Measuring well-being and sustainable development: Sustainable Development Indicators - Environmental Audit Committee Contents


1.  The separate development of the National Well-being and SDIs could obscure a coherent and full view of well-being that covers both a current and future generation perspective. Some types of measures are included in both sets of indicators, which is likely to confuse the public and also potentially policy-makers. (Paragraph 21)

2.  There is good reason to rationalise the SDIs, as proposed, not only to help refocus on the core aspects of sustainable development but to help find an accommodation with the parallel development of National Well-being measures. Defra's consultation on the SDIs, and most of the submissions to our inquiry, were positive about the way this was being done. (Paragraph 27)

3.  GDP clearly is a factor in current well-being. Its relevance for long-term, inter-generational, well-being is doubtful, although when juxtaposed with other SDIs it could help monitor the extent to which growth in the country is being decoupled from finite resource consumption—the foundation for sustainable development. (Paragraph 32)

4.  [The 'public sector net debt' indicator] does not distinguish between debt which funds investment to improve the lot of future generations and debt which helps pay for current consumption. The indicator has no target or threshold for determining when the level of debt becomes inter-generationally unsustainable. There is of course already a measure of the sustainability of Government debt—the interest rate on government bond issues—although that assesses a predominantly economic view of sustainability. (Paragraph 33)

5.  Equality is at the heart of the Society pillar of sustainable development, but it is not given sufficient coverage in the proposed SDIs to provide a basis for policy-making to narrow inequalities. (Paragraph 38)

6.  The bringing together in [the 'natural resource use'] Indicator of metal ores and minerals, which are finite resources, and biomass and timber, which can be sustainable crops is unhelpful. The inclusion also of fossil fuels consumption gives a false impression that we need to preserve this resource, like other resources, for future generations to use. If the overriding aim of its inclusion is to highlight fossil fuel consumption and thereby encourage emissions reduction, that is misplaced because it is already addressed in the separate emissions reduction indicator. (Paragraph 39)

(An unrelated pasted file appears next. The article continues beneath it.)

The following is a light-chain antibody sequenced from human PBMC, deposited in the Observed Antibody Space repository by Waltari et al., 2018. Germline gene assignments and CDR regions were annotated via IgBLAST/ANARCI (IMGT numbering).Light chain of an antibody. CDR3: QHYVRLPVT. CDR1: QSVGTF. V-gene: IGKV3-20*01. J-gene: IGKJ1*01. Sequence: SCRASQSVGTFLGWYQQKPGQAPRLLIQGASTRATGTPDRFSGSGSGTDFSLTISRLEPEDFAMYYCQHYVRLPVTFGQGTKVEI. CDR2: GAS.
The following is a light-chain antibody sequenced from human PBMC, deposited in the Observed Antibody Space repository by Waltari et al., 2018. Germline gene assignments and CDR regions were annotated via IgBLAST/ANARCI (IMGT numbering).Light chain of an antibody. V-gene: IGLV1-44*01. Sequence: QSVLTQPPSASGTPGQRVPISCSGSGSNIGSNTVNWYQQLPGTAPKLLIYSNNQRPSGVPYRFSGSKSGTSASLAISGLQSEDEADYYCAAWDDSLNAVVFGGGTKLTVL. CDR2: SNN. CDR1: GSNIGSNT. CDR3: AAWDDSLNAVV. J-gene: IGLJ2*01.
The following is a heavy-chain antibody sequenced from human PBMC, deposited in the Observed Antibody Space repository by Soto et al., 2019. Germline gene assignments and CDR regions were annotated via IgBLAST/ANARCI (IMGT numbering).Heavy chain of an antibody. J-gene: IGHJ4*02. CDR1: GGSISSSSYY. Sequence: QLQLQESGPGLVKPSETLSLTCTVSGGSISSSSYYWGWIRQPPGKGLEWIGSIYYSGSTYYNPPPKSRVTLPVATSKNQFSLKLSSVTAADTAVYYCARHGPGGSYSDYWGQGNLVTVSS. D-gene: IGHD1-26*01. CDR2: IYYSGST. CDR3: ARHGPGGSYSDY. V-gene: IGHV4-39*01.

7.  We welcome [that the 'natural resource use' Indicator would measure usage on a UK consumption-basis] not least because it reflects an acceptance of our recommendation for accounting for emissions on the basis of UK consumption (rather than production) in our October 2011 report on carbon budgets (Paragraph 41)

8.  The value of the existing SDIs had been questioned because in some cases there had been no link between the measures and the policies which might influence performance. The lesson for the current revision of the SDIs is that the process of considering and setting targets could help link the indicators to policy agendas more closely. The use of traffic-light assessments of the 'direction of travel' on indicators provides no insight to whether the UK is achieving, or falling short, on the sustainability implicit in those indicators. (Paragraph 44)

9.  Beyond taking account of the contributions to the SDIs consultation exercise, Defra has work to do to finalise the Indicators still under development, and then to accommodate the ongoing work of the UN Statistical Commission tasked at the UN Rio+20 Earth Summit with developing well-being indicators and the multi-national panels investigation Sustainable Development Goals (SDGs). The linkage between these SDGs and the UK's SDIs was an area we had hoped to discuss with the Deputy Prime Minister, who led the UK delegation at the Rio+20 Summit in June, and it is regrettable that five months later we are still awaiting an opportunity for such a meeting. (Paragraph 47)

10.  The current set of SDIs is designated as National Statistics, and thus prepared under the Government Statistical Service code of practice, which has the benefit of providing assurance on the reliability and integrity of the results. (Paragraph 48)

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Prepared 29 November 2012